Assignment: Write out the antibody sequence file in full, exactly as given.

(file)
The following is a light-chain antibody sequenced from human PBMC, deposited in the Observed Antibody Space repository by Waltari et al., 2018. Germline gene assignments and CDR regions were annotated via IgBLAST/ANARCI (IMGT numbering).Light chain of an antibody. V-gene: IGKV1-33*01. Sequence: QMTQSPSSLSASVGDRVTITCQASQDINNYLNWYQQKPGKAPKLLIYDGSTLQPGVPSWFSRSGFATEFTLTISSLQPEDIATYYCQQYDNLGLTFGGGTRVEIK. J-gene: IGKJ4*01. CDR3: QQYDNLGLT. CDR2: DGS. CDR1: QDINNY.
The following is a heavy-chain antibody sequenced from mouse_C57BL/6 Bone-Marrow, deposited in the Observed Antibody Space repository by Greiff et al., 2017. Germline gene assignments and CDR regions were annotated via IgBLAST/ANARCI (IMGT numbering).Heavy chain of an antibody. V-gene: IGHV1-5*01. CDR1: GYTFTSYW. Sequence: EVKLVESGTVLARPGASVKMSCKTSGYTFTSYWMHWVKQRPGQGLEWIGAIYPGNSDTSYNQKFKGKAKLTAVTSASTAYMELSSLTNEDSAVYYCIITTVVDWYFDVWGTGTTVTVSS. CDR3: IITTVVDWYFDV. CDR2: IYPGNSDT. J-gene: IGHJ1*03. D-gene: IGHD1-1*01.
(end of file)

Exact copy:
The following is a light-chain antibody sequenced from human PBMC, deposited in the Observed Antibody Space repository by Waltari et al., 2018. Germline gene assignments and CDR regions were annotated via IgBLAST/ANARCI (IMGT numbering).Light chain of an antibody. V-gene: IGKV1-33*01. Sequence: QMTQSPSSLSASVGDRVTITCQASQDINNYLNWYQQKPGKAPKLLIYDGSTLQPGVPSWFSRSGFATEFTLTISSLQPEDIATYYCQQYDNLGLTFGGGTRVEIK. J-gene: IGKJ4*01. CDR3: QQYDNLGLT. CDR2: DGS. CDR1: QDINNY.
The following is a heavy-chain antibody sequenced from mouse_C57BL/6 Bone-Marrow, deposited in the Observed Antibody Space repository by Greiff et al., 2017. Germline gene assignments and CDR regions were annotated via IgBLAST/ANARCI (IMGT numbering).Heavy chain of an antibody. V-gene: IGHV1-5*01. CDR1: GYTFTSYW. Sequence: EVKLVESGTVLARPGASVKMSCKTSGYTFTSYWMHWVKQRPGQGLEWIGAIYPGNSDTSYNQKFKGKAKLTAVTSASTAYMELSSLTNEDSAVYYCIITTVVDWYFDVWGTGTTVTVSS. CDR3: IITTVVDWYFDV. CDR2: IYPGNSDT. J-gene: IGHJ1*03. D-gene: IGHD1-1*01.